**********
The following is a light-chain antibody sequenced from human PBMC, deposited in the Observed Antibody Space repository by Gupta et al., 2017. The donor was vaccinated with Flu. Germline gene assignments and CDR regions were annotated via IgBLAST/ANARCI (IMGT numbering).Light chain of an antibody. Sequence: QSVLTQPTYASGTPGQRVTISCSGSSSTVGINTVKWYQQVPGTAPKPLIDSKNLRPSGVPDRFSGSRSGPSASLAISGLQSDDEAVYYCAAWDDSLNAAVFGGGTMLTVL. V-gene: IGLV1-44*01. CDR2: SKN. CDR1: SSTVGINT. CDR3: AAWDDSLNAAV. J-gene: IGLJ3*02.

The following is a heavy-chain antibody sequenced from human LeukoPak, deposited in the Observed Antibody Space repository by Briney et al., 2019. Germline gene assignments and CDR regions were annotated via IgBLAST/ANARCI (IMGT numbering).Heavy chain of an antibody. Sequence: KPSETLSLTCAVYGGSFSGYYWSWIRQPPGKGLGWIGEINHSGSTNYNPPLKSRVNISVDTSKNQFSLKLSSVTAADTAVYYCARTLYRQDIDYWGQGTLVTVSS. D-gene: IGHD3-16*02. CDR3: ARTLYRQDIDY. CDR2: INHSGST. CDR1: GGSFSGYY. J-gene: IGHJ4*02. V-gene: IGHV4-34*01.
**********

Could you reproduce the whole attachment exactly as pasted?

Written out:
The following is a light-chain antibody sequenced from human PBMC, deposited in the Observed Antibody Space repository by Gupta et al., 2017. The donor was vaccinated with Flu. Germline gene assignments and CDR regions were annotated via IgBLAST/ANARCI (IMGT numbering).Light chain of an antibody. Sequence: QSVLTQPTYASGTPGQRVTISCSGSSSTVGINTVKWYQQVPGTAPKPLIDSKNLRPSGVPDRFSGSRSGPSASLAISGLQSDDEAVYYCAAWDDSLNAAVFGGGTMLTVL. V-gene: IGLV1-44*01. CDR2: SKN. CDR1: SSTVGINT. CDR3: AAWDDSLNAAV. J-gene: IGLJ3*02.

The following is a heavy-chain antibody sequenced from human LeukoPak, deposited in the Observed Antibody Space repository by Briney et al., 2019. Germline gene assignments and CDR regions were annotated via IgBLAST/ANARCI (IMGT numbering).Heavy chain of an antibody. Sequence: KPSETLSLTCAVYGGSFSGYYWSWIRQPPGKGLGWIGEINHSGSTNYNPPLKSRVNISVDTSKNQFSLKLSSVTAADTAVYYCARTLYRQDIDYWGQGTLVTVSS. D-gene: IGHD3-16*02. CDR3: ARTLYRQDIDY. CDR2: INHSGST. CDR1: GGSFSGYY. J-gene: IGHJ4*02. V-gene: IGHV4-34*01.